Spence and Sadie haven't been in touch. They flew out of here at rate of knots, and they have not been heard from since. The ed tells me she might be able to read them this weekend. I hope so, because if she wants much in the way of revisions, it's going to be tricky to get them done before I head off across the pond myself. We shall see. I'm not a big fan of "no revisions" because frankly, I have never yet met a book of mine that couldn't be improved. Not that it wouldn't be nice if she decided this was the time. However . . . I can still think of ways to improve it.

When I'm not cleaning or dealing with dogs or mourning trees, I'm reading books. I've been catching up on several Loretta Chase books that I hadn't read. I love her books! Also just got a new Stephanie Laurens and Susan Elizabeth Phillips's Match Me If You Can, which I read in hardcover when it first came out, but I liked enough to splurge for it for my keepers shelf.

I'm also reading The Cornish Landscape (one of my two copies that I'm still offering the other of to someone who doesn't have one and is desperate for their very own copy) in anticipation of my trip there with Sophie Weston in a couple of weeks.

I'm working on trying to sort out the many William Ralphs who have been set in Cornwall to plague me. That's one of my challenges while I'm gone -- to learn as much as I can about them and see if I can finally sort them out (and their brothers John, John, John, John, John, John and John).

The highlight of my day was getting two hardcover copies of Lessons From A Latin Lover in Afrikaans. I'm not sure I've ever had any books translated into Afrikaans before. Maybe one quite a while ago. Anyway, it was a surprise -- and a very nice one. Also in the same bag was a Japanese translation of the book (not a palm tree in sight).

Tuesday, September 05, 2006

Drinks, Nudity . . . and Croquet

No, I haven't gone completely round the bend since I sent Spence and Sadie off yesterday. I just promised to post a blog entry about my good friend Anne Frasier's new book, Pale Immortal, which is on sale as of today.

Anne, in a fit of industrious blogging, invited any of us who wished to write about Pale Immortal today. As I think Anne writes terrific -- albeit seriously scary -- books, I took her up on the offer. I'm incredibly sick of writing about Spence and Sadie, and now that they are someone else's problem for a while (thanks, ed!) I have the freedom to write about someone else.

Enter Pale Immortal which takes place in Tuonela, Wisconsin a sleepy Wisconsin town haunted by events of 100 years ago, when a man who may have been a vampire slaughtered the town's citizens and drank their blood. Now, another murderer is killing the most vulnerable...and draining their bodies of blood.

Evan Stroud lives in darkness. The pale prisoner of a strange disease
that prevents him from ever seeing the light of day, he lives in tragic
solitude, taunted for being a "vampire." When troubled teenager Graham
Stroud appears on Evan's doorstep, claiming to be his long-lost son,
Evan's uneasy solitude is shattered.

Having escaped Tuonela's mysterious pull for several years, Rachel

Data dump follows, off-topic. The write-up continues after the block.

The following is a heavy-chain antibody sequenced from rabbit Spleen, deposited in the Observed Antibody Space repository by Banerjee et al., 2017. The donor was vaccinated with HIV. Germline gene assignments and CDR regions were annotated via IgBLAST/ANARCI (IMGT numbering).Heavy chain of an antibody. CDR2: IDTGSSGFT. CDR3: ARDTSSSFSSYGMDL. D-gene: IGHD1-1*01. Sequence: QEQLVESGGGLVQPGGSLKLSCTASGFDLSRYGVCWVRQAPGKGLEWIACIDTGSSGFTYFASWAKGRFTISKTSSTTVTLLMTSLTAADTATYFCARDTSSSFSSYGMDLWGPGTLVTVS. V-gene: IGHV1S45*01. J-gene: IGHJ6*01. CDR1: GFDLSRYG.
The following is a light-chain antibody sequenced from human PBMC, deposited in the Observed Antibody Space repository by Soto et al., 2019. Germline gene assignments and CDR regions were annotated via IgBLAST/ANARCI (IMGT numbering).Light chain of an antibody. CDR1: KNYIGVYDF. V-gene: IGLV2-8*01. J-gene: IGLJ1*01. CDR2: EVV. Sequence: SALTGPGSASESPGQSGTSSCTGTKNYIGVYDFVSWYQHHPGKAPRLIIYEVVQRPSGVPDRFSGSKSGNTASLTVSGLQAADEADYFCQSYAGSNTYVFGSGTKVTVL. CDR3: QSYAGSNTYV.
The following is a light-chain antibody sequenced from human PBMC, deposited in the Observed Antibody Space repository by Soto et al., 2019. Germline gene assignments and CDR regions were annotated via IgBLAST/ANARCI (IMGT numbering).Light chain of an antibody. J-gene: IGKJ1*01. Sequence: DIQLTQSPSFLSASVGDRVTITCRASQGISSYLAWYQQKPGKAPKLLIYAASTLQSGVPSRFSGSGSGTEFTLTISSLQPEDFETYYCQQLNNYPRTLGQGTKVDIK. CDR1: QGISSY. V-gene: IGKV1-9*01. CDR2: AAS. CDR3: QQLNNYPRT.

Burton is now back in town, filling in as coroner. Even as she seeks to
identify the killer, and uncover the source of the evil that seems to
pervade the town, she is drawn to Evan by a power she's helpless to
understand or resist....

As Graham is pulled deeper and deeper into Tuonela's depraved,
vampire-obsessed underworld, Rachel and Evan team up to save him. But
the force they are fighting is both powerful and elusive...and willing
to take them to the very mouth of hell.

Scary enough for you?

Anne, with the help of her video-savvy daughter, has even created a video to go with the experience and a soundtrack or mp3s to put you in the mood.

You can check them all out at the Pale Immortal blog

So if you're looking for something a little bit different -- and a whole lot suspenseful -- let Anne show you around Tuonela. You won't regret it.

Pale Immortal was released today by Penguin/NAL/ONYX. Check it out.

And as for the drinks, nudity and croquet -- drop by Anne's virtual party on her blog. You never know what might be going on. Check it out. BYOM. (Bring your own mallet)

Monday, September 04, 2006

The Duck Stops Here

Chapter One

Chapter Two

Chapter Three

Chapter Four

Chapter Five

Chapter Six

Chapter Seven

Chapter Eight

Chapter Nine

Chapter Ten

Look who's in a row! So, the duck stops here. Or the ducks stop here. Whichever.

Spence and Sadie have been launched. Time to celebrate!

ps: Whoever called this Labor Day spoke the truth.

Friday, September 01, 2006

A Phalanx of Ducks?

Michelle Styles has first hand experience with ducks. Real ones, apparently. And her ducks, she says, do not go in rows. They move in a phalanx. This is, I believe, the sort of thing Roman ducks would do. Novelists of the Roman period would know about things like that. So would Roman ducks.

Mine, not being Roman, do not understand about phalanxes (phalanxi?) . Neither they nor I are exactly sure what a phalanx is. Or why they ought to move in one. (We like the word, though) Rows we both understand. It's sort of like "follow the leader." With ducks.

It has, I explained to the most reluctant of them this evening, to do with motivation. If you see where you ought to be going and you are motivated to get there, you will fly straight toward your destination. So will all the other ducks. You will be in a row. They understood.

Most of them have lined up now. Seven chapters worth of them are on the runway ready to fly to Richmond on Monday. By tomorrow the eighth will be ready to go. Possibly even the ninth. The tenth is still gestating. But the motivation is clear. That duck will be born with Goals. And expectations.

And he'd better get them accomplished by Tuesday if not sooner. Otherwise he'll be out looking for a new phalanx to join.

The Wedding Bells II contest is over. The winners will be notified tomorrow by email. Gunnar is excited at the possibility of all these treats. Thanks to all those who entered!

Have you checked out The Pink Heart Society? It promises to be a lot of fun. Drop in when you can.

The Chapter Ten Duck, still trying to figure out his place in the row.